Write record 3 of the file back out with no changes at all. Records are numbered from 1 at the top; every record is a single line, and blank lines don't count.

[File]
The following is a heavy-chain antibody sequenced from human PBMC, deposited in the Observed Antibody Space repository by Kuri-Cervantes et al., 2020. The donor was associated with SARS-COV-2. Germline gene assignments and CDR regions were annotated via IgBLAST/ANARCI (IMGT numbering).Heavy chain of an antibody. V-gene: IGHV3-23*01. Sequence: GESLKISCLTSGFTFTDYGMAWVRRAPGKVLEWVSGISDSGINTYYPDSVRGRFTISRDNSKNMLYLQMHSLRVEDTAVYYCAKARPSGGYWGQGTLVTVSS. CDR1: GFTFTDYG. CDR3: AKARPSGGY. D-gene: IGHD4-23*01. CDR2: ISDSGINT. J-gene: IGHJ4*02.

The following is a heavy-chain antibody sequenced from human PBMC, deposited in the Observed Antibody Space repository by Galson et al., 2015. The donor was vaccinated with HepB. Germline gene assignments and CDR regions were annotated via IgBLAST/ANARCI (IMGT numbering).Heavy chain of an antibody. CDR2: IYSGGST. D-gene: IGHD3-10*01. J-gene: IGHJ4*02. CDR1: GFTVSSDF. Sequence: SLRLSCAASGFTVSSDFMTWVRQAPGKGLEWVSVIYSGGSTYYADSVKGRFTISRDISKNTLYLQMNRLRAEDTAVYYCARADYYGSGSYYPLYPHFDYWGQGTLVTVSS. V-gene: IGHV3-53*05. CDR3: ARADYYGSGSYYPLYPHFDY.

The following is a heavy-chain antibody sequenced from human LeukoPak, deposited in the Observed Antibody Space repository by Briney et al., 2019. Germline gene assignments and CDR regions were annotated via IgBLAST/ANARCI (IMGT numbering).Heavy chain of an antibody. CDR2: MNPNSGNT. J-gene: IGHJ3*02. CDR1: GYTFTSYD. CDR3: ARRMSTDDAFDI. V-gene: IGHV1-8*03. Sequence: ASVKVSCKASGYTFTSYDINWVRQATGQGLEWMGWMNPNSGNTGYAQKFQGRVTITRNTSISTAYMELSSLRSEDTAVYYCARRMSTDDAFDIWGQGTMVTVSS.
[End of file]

The following is a heavy-chain antibody sequenced from human LeukoPak, deposited in the Observed Antibody Space repository by Briney et al., 2019. Germline gene assignments and CDR regions were annotated via IgBLAST/ANARCI (IMGT numbering).Heavy chain of an antibody. CDR2: MNPNSGNT. J-gene: IGHJ3*02. CDR1: GYTFTSYD. CDR3: ARRMSTDDAFDI. V-gene: IGHV1-8*03. Sequence: ASVKVSCKASGYTFTSYDINWVRQATGQGLEWMGWMNPNSGNTGYAQKFQGRVTITRNTSISTAYMELSSLRSEDTAVYYCARRMSTDDAFDIWGQGTMVTVSS.